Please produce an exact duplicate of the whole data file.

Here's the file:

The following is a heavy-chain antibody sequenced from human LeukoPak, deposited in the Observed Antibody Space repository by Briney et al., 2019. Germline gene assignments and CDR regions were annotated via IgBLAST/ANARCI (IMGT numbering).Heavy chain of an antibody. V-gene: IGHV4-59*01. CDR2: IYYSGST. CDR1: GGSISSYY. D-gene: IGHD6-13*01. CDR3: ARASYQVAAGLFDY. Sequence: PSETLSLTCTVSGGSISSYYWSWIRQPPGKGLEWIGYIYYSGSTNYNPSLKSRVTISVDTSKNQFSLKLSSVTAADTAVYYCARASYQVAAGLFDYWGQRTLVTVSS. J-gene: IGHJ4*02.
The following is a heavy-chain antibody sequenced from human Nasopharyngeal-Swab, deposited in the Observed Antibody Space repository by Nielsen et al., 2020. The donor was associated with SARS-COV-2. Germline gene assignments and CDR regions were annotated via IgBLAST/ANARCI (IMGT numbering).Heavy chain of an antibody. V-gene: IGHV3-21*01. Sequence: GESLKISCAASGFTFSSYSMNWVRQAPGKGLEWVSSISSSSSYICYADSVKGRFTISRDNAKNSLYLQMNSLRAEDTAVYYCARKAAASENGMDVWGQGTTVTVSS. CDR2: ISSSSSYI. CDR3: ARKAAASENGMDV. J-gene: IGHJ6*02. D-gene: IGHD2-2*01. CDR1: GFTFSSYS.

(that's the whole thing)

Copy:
The following is a heavy-chain antibody sequenced from human LeukoPak, deposited in the Observed Antibody Space repository by Briney et al., 2019. Germline gene assignments and CDR regions were annotated via IgBLAST/ANARCI (IMGT numbering).Heavy chain of an antibody. V-gene: IGHV4-59*01. CDR2: IYYSGST. CDR1: GGSISSYY. D-gene: IGHD6-13*01. CDR3: ARASYQVAAGLFDY. Sequence: PSETLSLTCTVSGGSISSYYWSWIRQPPGKGLEWIGYIYYSGSTNYNPSLKSRVTISVDTSKNQFSLKLSSVTAADTAVYYCARASYQVAAGLFDYWGQRTLVTVSS. J-gene: IGHJ4*02.
The following is a heavy-chain antibody sequenced from human Nasopharyngeal-Swab, deposited in the Observed Antibody Space repository by Nielsen et al., 2020. The donor was associated with SARS-COV-2. Germline gene assignments and CDR regions were annotated via IgBLAST/ANARCI (IMGT numbering).Heavy chain of an antibody. V-gene: IGHV3-21*01. Sequence: GESLKISCAASGFTFSSYSMNWVRQAPGKGLEWVSSISSSSSYICYADSVKGRFTISRDNAKNSLYLQMNSLRAEDTAVYYCARKAAASENGMDVWGQGTTVTVSS. CDR2: ISSSSSYI. CDR3: ARKAAASENGMDV. J-gene: IGHJ6*02. D-gene: IGHD2-2*01. CDR1: GFTFSSYS.